Kaieteur News – It is apparent that there are two significant factors affecting press freedom in the country: the lack of objectivity by certain media outlets, particularly those in the State media, and the government’s limited transparency and accessibility.
One of the primary impediments to press freedom in Guyana is the lack of objectivity displayed by some media outlets, particularly the State media. The State media’s proclivity to side with the ruling party has undermined its journalistic integrity.
It was no different under the APNU+AFC. All that happened was that the State media switched sides and became the mouthpiece of the ruling Coalition.
The PPP/C elected in 2020 has returned to its old ways of having the State media almost totally blank the Opposition. All day and all night, the State media churns out pro-government pieces with hardly a criticism of the government. The State media in Guyana has been highly partisan and inclined towards the ruling government. This approach has reduced the role of the State media to being the exclusive spokesperson of the government. It should take the example of the British Broadcasting Corporation.
The BBC, the British Broadcasting Corporation (BBC), has long served as a commendable model for State media in other countries. Its success lies in its impartiality, objectivity and professional journalistic standards. Unlike State media outlets in some countries that act as puppets for the ruling government, the BBC operates independently and because of it editorial independence is a trusted source of information.
In Guyana, the State media has no such objectivity. But the lack of objectivity is not confined to the State media alone. The private media, has at times, and when addressing certain issues, been equally guilty of being blinkered in their reporting and commentaries. It is not unusual to find issues in which the private media demonstrate a one-sided and jaundiced approach to reporting. One such instance has been the rape allegation against a Minister of the government who has since stepped down.
Some have been known to report on issues without seeking to represent all sides of the story. This has contributed, in no small measure, to a polarized media landscape that further divides the nation along political lines.
The second critical factor affecting press freedom in Guyana is the lack of transparency and responsiveness on the part of the government. However, the government of Guyana has shunned transparency, had adopted an overtly hostile attitude to criticisms and has been selective and generally unresponsive to the private media’s request for specific information, particularly relating to the oil and gas sector. In fact, given recent outbursts by some government officials, the private media should feel threatened.
Both the Stabroek News and the Kaieteur News have fallen prey to the government’s hostile actions, facing unwarranted retaliation simply for taking critical stances on specific governmental matters. Their only “crime” has been their commitment to providing independent and critical coverage, challenging government actions when necessary. Regrettably, these media outlets have become the targets of adverse measures and unwarranted attacks, all in the name of suppressing dissenting voices.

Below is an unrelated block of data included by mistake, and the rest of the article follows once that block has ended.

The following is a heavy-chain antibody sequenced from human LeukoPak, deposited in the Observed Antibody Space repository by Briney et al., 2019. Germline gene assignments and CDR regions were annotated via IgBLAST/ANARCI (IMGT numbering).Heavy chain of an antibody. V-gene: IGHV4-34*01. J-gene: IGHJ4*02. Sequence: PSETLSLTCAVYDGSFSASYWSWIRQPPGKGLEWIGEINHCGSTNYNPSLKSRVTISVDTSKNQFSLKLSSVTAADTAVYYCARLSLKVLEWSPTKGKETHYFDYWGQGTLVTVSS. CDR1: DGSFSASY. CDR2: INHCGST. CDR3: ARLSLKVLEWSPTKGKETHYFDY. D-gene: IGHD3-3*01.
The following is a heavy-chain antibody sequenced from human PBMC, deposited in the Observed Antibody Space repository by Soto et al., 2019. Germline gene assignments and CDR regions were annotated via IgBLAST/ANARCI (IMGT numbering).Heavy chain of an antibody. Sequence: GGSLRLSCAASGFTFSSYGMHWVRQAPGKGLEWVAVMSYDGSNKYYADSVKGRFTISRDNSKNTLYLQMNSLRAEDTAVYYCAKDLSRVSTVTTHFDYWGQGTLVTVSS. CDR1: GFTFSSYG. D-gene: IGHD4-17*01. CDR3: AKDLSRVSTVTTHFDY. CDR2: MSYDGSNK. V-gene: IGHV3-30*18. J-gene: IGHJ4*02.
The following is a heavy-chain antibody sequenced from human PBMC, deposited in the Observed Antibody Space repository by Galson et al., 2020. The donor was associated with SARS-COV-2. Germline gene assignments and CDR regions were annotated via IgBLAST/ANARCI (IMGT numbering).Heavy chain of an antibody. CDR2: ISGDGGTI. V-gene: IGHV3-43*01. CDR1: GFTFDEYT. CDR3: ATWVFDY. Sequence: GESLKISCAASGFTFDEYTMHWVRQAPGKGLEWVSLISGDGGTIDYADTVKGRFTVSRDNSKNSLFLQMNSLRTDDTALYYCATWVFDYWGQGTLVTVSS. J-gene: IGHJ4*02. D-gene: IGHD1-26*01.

Reports of government ministers being inaccessible to the media are deeply concerning. The government exercises a tight grip on reporting. Requests for information are often met with silence. Many instances, ministers do not take calls from reporters and are extremely evasive when they do. This newspaper has been virtually blacklisted by many Ministers of the PPP/C government.
One government official grants exclusive interviews selectively, looking for a soft landing rather than be exposed to rigorous scrutiny. Selectivity in the granting of interviews and information leaks undermine transparency and breeds suspicions that the government has something to hide.
When the PPP/C was first elected to office in 1992, an experiment was introduced in which the Ministry of Information hosted ministerial press conferences. This experiment did not last too long but during the time it did, it allowed the media greater access to question Ministers on their respective portfolios. This practice has all but disappeared.
The absence of press conferences hosted by government ministers is a notable concern. Very few ministers in the present government host such conferences.
If press freedom is going to exist in Guyana, then these two significant challenges must be addressed: the lack of objectivity in the media, particularly state media, and the government’s limited transparency and accessibility.
But that is not likely to happen anytime soon. The state of professional media standards is appalling. Some of the country’s senior reporters are beyond reform. Some of them are even more partisan than their political masters. And our governments – past and present – fear accountability and transparency more than COVID-19.
(The views expressed in this article are those of the author and do not necessarily reflect the opinions and beliefs of this newspaper and its affiliates.)
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